For sure, Mr Trump is changeable. He will tell the New York Times that climate change is man-made in one breath and promise coal country that he will reopen its mines in the next. But that does not mean, as some suggest, that you must always shut out what the president says and wait to see what he does.

When a president speaks, no easy distinction is to be made between word and deed. When Mr Trump says that NATO is obsolete, as he did to two European journalists last week, he makes its obsolescence more likely, even if he takes no action. Moreover, Mr Trump has long held certain beliefs and attitudes that sketch out the lines of a possible presidency. They suggest that the almost boundless Trumpian optimism on display among American businesspeople deserves to be tempered by fears about trade protection and geopolitics, as well as questions about how Mr Trump will run his administration.

Start with the optimism. Since November’s election the S&P500 index is up by 6%, to reach record highs. Surveys show that business confidence has soared. Both reflect hopes that Mr Trump will cut corporate taxes, leading companies to bring foreign profits back home. A boom in domestic spending should follow which, combined with investment in infrastructure and a programme of deregulation, will lift the economy and boost wages.

Done well, tax reform would confer lasting benefits (see Free exchange), as would a thoughtful and carefully designed programme of infrastructure investment and deregulation. But if such programmes are poorly executed, there is the risk of a sugar-rush as capital chases opportunities that do little to enhance the productive potential of the economy.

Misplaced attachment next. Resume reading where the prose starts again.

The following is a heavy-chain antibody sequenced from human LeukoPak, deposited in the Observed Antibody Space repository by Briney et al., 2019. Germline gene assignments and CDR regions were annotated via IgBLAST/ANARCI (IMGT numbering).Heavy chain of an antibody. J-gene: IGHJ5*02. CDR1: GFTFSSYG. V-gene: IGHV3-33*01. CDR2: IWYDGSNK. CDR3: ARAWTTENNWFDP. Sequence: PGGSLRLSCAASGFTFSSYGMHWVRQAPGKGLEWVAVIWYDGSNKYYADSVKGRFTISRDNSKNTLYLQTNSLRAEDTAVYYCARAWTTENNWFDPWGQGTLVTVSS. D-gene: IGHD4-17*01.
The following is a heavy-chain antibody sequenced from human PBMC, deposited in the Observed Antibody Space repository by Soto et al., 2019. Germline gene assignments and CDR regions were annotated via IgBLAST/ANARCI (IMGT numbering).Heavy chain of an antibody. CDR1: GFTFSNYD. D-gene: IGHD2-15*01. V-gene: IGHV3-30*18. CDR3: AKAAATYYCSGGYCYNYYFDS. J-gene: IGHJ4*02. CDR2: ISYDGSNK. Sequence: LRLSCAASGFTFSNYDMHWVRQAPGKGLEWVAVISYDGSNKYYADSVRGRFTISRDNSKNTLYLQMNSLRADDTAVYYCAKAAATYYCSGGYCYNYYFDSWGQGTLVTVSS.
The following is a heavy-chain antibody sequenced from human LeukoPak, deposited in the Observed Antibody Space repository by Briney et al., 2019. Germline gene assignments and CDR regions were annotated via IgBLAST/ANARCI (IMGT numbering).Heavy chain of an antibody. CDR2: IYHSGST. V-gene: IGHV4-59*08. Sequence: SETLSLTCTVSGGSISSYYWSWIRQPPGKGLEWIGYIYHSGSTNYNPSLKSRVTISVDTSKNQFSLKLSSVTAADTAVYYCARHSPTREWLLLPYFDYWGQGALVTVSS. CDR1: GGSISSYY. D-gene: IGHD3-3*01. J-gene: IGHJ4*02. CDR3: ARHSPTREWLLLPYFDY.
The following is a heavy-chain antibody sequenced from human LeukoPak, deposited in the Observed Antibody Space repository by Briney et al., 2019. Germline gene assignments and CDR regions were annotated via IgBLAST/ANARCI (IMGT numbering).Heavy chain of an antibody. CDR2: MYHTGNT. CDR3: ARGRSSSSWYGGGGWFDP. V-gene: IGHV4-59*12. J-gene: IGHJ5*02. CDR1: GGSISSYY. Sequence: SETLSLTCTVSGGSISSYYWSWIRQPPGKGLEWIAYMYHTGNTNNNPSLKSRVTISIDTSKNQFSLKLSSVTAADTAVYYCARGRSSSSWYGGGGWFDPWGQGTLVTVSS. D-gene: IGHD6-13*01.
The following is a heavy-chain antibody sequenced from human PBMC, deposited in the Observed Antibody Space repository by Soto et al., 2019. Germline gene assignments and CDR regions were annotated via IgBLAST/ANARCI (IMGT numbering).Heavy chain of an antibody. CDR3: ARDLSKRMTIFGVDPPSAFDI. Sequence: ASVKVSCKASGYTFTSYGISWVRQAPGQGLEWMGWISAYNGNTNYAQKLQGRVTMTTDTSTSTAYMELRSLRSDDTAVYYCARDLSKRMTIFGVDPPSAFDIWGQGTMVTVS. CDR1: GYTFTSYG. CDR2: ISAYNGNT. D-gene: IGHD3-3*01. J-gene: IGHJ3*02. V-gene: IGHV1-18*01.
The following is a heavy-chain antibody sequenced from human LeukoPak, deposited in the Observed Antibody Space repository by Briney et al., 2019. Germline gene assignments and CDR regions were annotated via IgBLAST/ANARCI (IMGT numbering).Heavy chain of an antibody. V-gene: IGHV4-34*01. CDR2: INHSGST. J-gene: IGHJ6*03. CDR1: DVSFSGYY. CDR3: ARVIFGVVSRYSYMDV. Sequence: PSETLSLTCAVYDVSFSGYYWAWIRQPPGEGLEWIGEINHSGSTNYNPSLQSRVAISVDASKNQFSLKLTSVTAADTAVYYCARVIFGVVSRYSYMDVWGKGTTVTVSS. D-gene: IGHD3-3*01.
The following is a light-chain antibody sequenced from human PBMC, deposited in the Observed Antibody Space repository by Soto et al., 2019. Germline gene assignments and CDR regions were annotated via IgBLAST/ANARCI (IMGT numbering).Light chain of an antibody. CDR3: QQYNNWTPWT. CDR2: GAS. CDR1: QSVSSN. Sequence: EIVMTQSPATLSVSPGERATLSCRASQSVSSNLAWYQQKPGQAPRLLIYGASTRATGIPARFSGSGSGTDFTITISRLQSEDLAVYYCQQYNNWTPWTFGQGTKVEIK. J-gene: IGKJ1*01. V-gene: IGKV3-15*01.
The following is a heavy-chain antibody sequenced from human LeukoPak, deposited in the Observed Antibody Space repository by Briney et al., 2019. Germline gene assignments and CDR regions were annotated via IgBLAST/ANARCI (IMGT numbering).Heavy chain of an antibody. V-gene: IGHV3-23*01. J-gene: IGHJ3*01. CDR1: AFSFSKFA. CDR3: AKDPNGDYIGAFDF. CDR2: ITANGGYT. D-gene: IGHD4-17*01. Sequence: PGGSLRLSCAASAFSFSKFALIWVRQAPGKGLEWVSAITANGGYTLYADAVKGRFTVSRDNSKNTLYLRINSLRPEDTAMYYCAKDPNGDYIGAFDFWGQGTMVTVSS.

That is not the only danger. If prices start to rise faster, pressure will mount on the Federal Reserve to increase interest rates. The dollar will soar and countries that have amassed large dollar debts, many of them emerging markets, may well buckle. One way or another, any resulting instability will blow back into America. If the Trump administration reacts to widening trade deficits with extra tariffs and non-tariff barriers, then the instability will only be exacerbated. Should Mr Trump right from the start set out to engage foreign exporters from countries such as China, Germany and Mexico in a conflict over trade, he would do grave harm to the global regime that America itself created after the second world war.